- The tobacco regulations outline places where smoking is prohibited, such as all enclosed places, public transportation, workplaces...
- The Minister stressed that that the regulations were put in place to protect the country’s workers, non-smokers, the nation’s children and smokers themselves.
- Statistics show that across the globe, every six seconds, someone dies from a tobacco-related illness;
Minister of Health, Hon. Dr. Fenton Ferguson, says the Public Health (Tobacco Control) Regulations 2013, which had provisions for the imposition of a ban on smoking in specified public places, is the most far-reaching public health policy in decades.
“I know that what I am doing is good for Jamaica. In the next couple of years, when you see less heart attacks, less strokes, less asthmatics, you’ll begin to understand the glory of these regulations,” the Minister posited.
Dr. Ferguson was addressing a joint meeting of the Rotary Clubs of Kingston East and Port Royal, and Trafalgar New Heights, at the Eden Gardens Hotel in Kingston on November 18.
In keeping with the Government’s 2013/14 strategic priority focus on human capital development in relation to health care, the ban was imposed on July 15, with the implementation of the Regulations.
The tobacco regulations outline places where smoking is prohibited, such as all enclosed places, public transportation, workplaces, government buildings, health facilities; sport, athletic and recreational facilities for use by the public; educational institutions; areas specifically for use by children, and places of collective use, such as bus stops.
There is also the requirement of the use of large, graphic health warnings on tobacco products, instead of the text only warnings currently used.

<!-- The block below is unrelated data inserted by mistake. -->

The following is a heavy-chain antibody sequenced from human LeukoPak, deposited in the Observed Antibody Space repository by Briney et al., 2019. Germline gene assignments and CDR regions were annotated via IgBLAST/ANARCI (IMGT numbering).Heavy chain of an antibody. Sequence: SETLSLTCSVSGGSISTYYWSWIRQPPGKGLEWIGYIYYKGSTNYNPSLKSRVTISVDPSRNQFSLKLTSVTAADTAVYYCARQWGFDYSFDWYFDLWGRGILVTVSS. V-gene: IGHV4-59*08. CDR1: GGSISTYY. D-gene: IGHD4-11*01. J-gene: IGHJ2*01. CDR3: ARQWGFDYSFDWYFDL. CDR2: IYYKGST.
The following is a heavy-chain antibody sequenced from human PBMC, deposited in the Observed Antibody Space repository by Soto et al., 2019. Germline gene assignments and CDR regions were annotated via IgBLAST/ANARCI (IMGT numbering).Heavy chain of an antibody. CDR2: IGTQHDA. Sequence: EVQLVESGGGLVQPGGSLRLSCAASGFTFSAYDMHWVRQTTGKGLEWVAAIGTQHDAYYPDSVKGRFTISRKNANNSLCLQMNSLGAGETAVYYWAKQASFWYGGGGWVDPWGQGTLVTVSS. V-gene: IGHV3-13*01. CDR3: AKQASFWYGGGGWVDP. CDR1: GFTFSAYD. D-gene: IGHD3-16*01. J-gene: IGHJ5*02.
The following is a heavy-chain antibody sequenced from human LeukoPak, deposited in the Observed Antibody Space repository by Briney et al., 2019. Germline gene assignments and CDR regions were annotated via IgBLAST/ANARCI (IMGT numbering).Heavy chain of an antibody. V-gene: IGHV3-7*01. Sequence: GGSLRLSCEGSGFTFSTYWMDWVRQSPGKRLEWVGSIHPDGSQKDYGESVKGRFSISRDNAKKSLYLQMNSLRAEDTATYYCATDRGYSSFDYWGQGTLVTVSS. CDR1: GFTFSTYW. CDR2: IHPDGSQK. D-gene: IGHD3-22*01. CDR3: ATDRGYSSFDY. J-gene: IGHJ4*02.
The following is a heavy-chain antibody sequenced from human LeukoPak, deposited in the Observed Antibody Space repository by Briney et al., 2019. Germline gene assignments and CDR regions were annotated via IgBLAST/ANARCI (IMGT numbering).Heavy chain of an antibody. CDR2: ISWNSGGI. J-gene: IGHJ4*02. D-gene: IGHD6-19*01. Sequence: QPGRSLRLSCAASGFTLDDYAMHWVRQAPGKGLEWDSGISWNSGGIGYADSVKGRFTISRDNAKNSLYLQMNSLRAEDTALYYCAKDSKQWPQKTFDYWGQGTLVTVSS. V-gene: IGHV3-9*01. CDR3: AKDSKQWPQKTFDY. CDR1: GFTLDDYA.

The Minister stressed that that the regulations were put in place to protect the country’s workers, non-smokers, the nation’s children and smokers themselves.
“Tobacco, in relation to avoidable deaths, remains one of the greatest threats to public health globally, but is avoidable, and therefore as a country, what we are doing is taking the tough decisions. I posit that the ban on smoking in specified public places is good for Jamaica,” he argued.
The Minister informed however, that he is currently making some adjustments to the regulations, based on letters he has received following the ban.
“We have gotten over 30 letters, we have gotten advice about certain things. What I will not do, is to compromise the health aspect of the regulations, but things like the fine, not to make it without teeth, but that will be reduced; and the question of custodial sentence, that will be removed,” pointed out.
Dr. Ferguson said he is pleased with the level of support from the public, noting that according to the National Council on Drug Abuse (NCDA) survey, 83 per cent of Jamaicans supported the regulations, while 97 per cent knew of the regulations.
He emphasized that it is important that Jamaicans continue to support the ban, as the Government works to protect the health of citizens, particularly in relation to non-communicable diseases (NCDs), of which tobacco smoking is a “most critical risk factor.”
Citing statistics, the Minister noted that six million persons die annually across the globe from tobacco smoking, and 600,000 of that number die from second-hand smoking.
Statistics also show that across the globe, every six seconds, someone dies from a tobacco-related illness; one in 10 adults dies every year because of tobacco; and nearly 80 per cent of the world’s one billion smokers live in low and middle income countries like Jamaica.